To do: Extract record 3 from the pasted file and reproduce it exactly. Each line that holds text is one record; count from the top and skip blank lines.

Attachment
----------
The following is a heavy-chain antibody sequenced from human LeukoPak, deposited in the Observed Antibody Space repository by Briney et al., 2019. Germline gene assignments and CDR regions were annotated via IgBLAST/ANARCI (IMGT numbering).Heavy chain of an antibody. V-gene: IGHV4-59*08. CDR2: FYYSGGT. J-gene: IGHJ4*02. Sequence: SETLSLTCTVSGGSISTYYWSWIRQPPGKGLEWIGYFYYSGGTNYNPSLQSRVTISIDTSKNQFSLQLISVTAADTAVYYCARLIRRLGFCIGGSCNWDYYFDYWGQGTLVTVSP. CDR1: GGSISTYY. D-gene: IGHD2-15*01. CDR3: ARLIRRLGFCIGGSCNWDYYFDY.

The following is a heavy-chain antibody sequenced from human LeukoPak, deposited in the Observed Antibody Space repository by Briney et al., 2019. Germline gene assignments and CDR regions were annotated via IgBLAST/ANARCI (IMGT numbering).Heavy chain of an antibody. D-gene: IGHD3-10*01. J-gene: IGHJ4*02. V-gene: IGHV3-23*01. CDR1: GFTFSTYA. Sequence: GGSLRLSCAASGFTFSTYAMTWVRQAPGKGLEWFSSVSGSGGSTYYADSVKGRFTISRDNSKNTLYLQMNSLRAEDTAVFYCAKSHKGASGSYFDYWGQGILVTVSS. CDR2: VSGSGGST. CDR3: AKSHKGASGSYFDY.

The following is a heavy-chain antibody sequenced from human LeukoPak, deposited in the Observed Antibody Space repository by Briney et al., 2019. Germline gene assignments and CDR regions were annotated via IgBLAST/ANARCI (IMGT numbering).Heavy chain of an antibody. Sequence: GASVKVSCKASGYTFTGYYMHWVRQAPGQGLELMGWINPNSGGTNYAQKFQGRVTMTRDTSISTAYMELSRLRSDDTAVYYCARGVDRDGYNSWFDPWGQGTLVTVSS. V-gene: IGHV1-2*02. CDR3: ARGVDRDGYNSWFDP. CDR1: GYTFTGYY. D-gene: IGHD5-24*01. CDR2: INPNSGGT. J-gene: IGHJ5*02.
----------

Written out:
The following is a heavy-chain antibody sequenced from human LeukoPak, deposited in the Observed Antibody Space repository by Briney et al., 2019. Germline gene assignments and CDR regions were annotated via IgBLAST/ANARCI (IMGT numbering).Heavy chain of an antibody. Sequence: GASVKVSCKASGYTFTGYYMHWVRQAPGQGLELMGWINPNSGGTNYAQKFQGRVTMTRDTSISTAYMELSRLRSDDTAVYYCARGVDRDGYNSWFDPWGQGTLVTVSS. V-gene: IGHV1-2*02. CDR3: ARGVDRDGYNSWFDP. CDR1: GYTFTGYY. D-gene: IGHD5-24*01. CDR2: INPNSGGT. J-gene: IGHJ5*02.